Home Maintenance

4 Steps to Maintain Your Septic System

By July 15, 2020July 31st, 2020No Comments
maintain your septic system

When choosing a home to live in, you might hear that there is “septic” or “sewer” for the home. Septic systems are said to be easier to maintain and save you money. However, it is necessary to maintain it in order to keep everything flowing through the tank and pipes. Unfortunately, pollution can end up in the ground or water supply if you don’t maintain your septic system properly and you don’t want this to happen. There are two types of septic systems: Aerobic and Anaerobic. These systems are prevalent in rural areas and in the Northeast. In fact, one-half of New Hampshire and Maine homes have a septic system. This is an underground sewage treatment and disposal made up of a trench or leach field and a tank. Gravity allows the sewage in the home to travel into the tank. The sewage refers to the wastewater from the home that comes from garbage disposals, dishwashers, washing machines, sinks, toilets, and showers. Ultimately, the bacteria that are in the tank will help break down the solids so a lot of the waste will float on top. Let’s look at 4 ways to maintain your septic system.

Let’s Get Started With How To Maintain Your Septic System

Maintain septic system

1. Inspect and Clean the Pump Frequently

In order to maintain your septic system, whether Aerobic or Anaerobic, you must have an inspection completed. These inspections should be every 1-3 years and pumped every 3-5 years. In addition, some systems have float switches and other devices and inspections need to be each year.  Every state has different regulations so check with a professional to find out the recommendations.  The size of your household, how much wastewater is created, the volume of solids that are in the wastewater, and of course the tank size all determine the frequency of maintenance.  Failing to pump out the water can cause a backup into the home so this must be done as well.  The average cost for a routine septic pump is $100-$300.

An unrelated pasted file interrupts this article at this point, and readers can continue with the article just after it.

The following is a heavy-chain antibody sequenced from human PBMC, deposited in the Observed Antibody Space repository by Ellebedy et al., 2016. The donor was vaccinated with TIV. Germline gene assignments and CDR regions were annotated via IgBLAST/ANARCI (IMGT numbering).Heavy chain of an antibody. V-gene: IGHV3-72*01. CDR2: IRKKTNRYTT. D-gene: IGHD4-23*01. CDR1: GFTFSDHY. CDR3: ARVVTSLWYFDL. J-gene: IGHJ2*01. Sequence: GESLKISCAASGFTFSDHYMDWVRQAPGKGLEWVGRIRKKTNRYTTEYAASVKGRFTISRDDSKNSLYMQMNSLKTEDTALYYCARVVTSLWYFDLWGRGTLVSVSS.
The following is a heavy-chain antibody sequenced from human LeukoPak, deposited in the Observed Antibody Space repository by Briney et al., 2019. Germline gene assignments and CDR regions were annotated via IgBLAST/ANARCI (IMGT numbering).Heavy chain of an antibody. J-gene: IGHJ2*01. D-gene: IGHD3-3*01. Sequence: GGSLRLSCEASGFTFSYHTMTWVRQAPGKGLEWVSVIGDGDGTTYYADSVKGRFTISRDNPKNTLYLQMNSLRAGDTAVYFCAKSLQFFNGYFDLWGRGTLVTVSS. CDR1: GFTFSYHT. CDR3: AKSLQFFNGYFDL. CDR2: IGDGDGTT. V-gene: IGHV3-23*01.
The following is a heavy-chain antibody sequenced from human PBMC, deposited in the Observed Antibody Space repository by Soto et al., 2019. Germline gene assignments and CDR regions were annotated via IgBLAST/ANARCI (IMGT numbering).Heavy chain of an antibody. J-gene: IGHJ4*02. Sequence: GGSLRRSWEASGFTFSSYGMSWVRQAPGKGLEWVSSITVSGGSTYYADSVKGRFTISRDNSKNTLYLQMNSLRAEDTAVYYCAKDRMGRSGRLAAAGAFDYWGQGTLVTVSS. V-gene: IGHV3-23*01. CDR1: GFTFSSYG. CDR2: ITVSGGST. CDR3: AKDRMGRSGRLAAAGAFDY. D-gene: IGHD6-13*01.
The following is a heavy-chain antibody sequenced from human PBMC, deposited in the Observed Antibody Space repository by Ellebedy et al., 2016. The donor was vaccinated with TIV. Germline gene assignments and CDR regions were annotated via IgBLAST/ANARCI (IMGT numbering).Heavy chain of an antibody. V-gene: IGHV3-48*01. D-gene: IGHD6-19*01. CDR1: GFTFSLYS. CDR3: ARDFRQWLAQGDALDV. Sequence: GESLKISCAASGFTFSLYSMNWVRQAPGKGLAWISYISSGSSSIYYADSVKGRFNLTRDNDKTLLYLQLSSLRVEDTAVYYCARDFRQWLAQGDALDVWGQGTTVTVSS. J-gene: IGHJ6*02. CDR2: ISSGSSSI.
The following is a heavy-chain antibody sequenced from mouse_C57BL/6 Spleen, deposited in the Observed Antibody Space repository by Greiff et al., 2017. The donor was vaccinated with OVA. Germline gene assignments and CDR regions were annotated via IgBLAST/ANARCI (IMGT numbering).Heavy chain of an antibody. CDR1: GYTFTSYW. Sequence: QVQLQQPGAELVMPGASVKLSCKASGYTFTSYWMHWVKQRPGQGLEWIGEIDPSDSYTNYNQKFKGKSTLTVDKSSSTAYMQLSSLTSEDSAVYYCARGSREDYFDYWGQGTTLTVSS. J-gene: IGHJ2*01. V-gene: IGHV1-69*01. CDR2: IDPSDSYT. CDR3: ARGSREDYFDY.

2. Use Water Efficiently in Your Home

Depending on how old your home is, you might have toilets that are great at conserving water or ones that waste it.  How much is too much?  A high efficient toilet uses 1.6 gallons of water per flush, compared to older units that are 3-5 gallons!  This is all part of maintaining the septic system and the less water used the better. When washing clothes, it is better to wash full loads. In addition, many of us are “weekend warriors” when it comes to washing clothes and want to get it all done at once.  However, this isn’t a great idea with septics, as it needs time to process the waste and drain into the field and not back up.  A back up will be costly.  

3. Only Flush Human Waste and Toilet Paper

Have you ever walked into a restroom at a business and there is a sign that says, “Don’t flush paper towels, feminine products, or wipes in the toilets?”  This is because these items do not dissolve and will clog the system.  You don’t need to put a sign in your bathroom, but make sure there is a trashcan available for people to throw away these items instead.  Maintaining your system by keeping things other than human waste and toilet paper out of the septic will allow it to work for many more years to come.

4. Don’t Use the Garbage Disposal

You may have seen people who have city or well water putting chemicals into the sink.  However, the chemicals can kill the organisms that break down the matter in a septic and ruin the system.  A better idea is to use a drain snake or boiling water to clean out a clog, not a chemical. Did you know the garbage disposal is not good to use either?  Throw away those extra pieces of food on the plate and leave the garbage disposal alone. The grease and fat items may get stuck and clog the system.

Concluding How To Maintain Your Septic System

Septic systems are cost-effective in many areas of the U.S. and can save you money with proper maintenance. Knowing that a replacement is $3000-$10,000, a properly maintained system can last 25-30 years.  Do you have questions about your septic system or think you may need an inspection?  Please leave us a reply!

Steve Mangekin

Author Steve Mangekin

More posts by Steve Mangekin

Leave a Reply